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The Biden administration has provided some clarification on the president’s controversial announcement on refugees admissions.
The Associated Press previously reported that Biden decided to uphold Donald Trump ’s historically reduced admissions limit by keeping the number of refugees allowed in the country to 15,000. This was a surprising move to many after Biden vowed to open America’s doors to 62,500 people who are escaping war and oppression in their own countries. Rather than increase the cap, Biden inked an emergency determination that changes the allotted number of openings for refugees from Africa, the Middle East, and Central America and repeals Trump’s constraints on those from Somalia, Syria, and Yemen. A little over 2,000 refugees have arrived in the U.S. since Oct. 1, the start of the fiscal year.
The move drew criticism from progressive lawmakers and refugee advocates, who urged Biden to reconsider the admissions cap. Their efforts apparently paid off. By Friday afternoon, the White House claimed Biden had signed the order after being advised to “take immediate action to reverse the Trump policy that banned refugees from many key regions.” White House press secretary Jen Psaki said the controversial order did just that, and reassured the country that Biden plans to set a final increased cap by May 15. Psaki did not provide an exact number for the upcoming limit, but said the “initial goal of 62,500 seems unlikely.”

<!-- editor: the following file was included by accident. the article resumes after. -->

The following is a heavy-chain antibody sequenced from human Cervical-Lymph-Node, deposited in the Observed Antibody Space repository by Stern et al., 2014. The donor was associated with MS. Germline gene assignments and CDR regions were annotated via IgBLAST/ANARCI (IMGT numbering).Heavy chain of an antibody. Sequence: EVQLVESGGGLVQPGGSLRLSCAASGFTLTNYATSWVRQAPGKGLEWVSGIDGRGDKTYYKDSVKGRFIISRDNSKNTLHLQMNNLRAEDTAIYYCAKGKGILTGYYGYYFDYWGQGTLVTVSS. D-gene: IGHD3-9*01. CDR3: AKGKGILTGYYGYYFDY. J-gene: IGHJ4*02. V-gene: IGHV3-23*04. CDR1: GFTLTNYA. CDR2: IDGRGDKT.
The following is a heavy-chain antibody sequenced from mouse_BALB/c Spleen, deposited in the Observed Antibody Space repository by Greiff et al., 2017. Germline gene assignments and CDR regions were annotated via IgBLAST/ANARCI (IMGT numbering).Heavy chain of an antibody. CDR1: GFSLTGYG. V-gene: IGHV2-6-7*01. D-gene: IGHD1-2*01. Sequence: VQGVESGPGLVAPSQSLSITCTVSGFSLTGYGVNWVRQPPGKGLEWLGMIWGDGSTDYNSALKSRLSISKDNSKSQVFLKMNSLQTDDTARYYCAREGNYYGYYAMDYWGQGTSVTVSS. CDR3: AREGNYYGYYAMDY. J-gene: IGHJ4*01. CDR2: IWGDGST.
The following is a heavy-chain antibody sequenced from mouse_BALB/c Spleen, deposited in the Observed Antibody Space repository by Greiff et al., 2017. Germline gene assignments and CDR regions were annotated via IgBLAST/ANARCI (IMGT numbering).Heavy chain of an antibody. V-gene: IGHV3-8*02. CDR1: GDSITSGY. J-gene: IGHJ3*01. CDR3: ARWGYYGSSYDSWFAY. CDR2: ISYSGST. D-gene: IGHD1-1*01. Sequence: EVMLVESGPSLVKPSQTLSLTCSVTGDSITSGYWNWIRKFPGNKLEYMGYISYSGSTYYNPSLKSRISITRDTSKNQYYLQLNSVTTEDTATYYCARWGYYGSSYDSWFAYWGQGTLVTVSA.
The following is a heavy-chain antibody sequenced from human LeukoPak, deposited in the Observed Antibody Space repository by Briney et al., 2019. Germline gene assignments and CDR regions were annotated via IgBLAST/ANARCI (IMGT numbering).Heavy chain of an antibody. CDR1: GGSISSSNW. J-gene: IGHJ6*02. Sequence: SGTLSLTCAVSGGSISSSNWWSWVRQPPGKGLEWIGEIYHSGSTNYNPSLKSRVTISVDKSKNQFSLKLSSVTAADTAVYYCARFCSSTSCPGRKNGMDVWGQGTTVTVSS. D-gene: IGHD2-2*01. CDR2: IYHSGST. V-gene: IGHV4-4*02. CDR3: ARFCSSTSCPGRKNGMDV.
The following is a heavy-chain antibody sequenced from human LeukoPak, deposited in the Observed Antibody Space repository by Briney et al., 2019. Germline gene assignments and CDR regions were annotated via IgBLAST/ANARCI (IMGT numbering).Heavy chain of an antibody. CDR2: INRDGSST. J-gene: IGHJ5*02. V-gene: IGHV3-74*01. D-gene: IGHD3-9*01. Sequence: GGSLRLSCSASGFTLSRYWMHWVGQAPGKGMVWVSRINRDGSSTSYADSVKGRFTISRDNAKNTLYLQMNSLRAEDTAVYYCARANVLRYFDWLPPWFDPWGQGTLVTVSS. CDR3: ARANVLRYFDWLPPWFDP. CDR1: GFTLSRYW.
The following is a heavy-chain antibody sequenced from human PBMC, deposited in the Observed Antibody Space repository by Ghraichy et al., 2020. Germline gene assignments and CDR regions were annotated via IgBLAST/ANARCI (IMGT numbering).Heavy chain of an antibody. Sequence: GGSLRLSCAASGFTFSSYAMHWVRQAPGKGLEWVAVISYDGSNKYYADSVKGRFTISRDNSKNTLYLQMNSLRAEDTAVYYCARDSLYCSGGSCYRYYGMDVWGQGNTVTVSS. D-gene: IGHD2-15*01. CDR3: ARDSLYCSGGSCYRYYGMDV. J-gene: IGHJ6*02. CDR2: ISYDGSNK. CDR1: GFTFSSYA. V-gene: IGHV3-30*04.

“For the past few weeks, [Biden] has been consulting with his advisors to determine what number of refugees could realistically be admitted to the United States between now and October 1. Given the decimated refugee admissions program we inherited, and burdens on the Office of Refugee Resettlement, his initial goal of 62,500 seems unlikely.”
Amid the concern for refugee admissions is the growing number of unaccompanied children and teens who are coming in from Mexico. Resources from the refugee branch of the Department of Health and Human Services, which would normally go to resettling refugees, have been co-opted by the spike in border crossings.
In anticipation of Biden signing his determination earlier, the U.S. government scheduled 715 refugees to arrive in the U.S. Those flights were later canceled because refugees weren’t qualified to travel to the U.S., according to Trump’s policy. The U.S. has also already vetted around 35,000 refugees for travel to America, a process that can take years.
“It took us some time to see and evaluate how ineffective, or how trashed in some ways the refugee processing system had become, and so we had to rebuild some of those muscles and put it back in place,” White House press secretary Jen Psaki said on Friday.
While Biden is still looking to boost refugee admissions to 125,000 for the following fiscal year, the president has been thoroughly criticized for his refugee policy.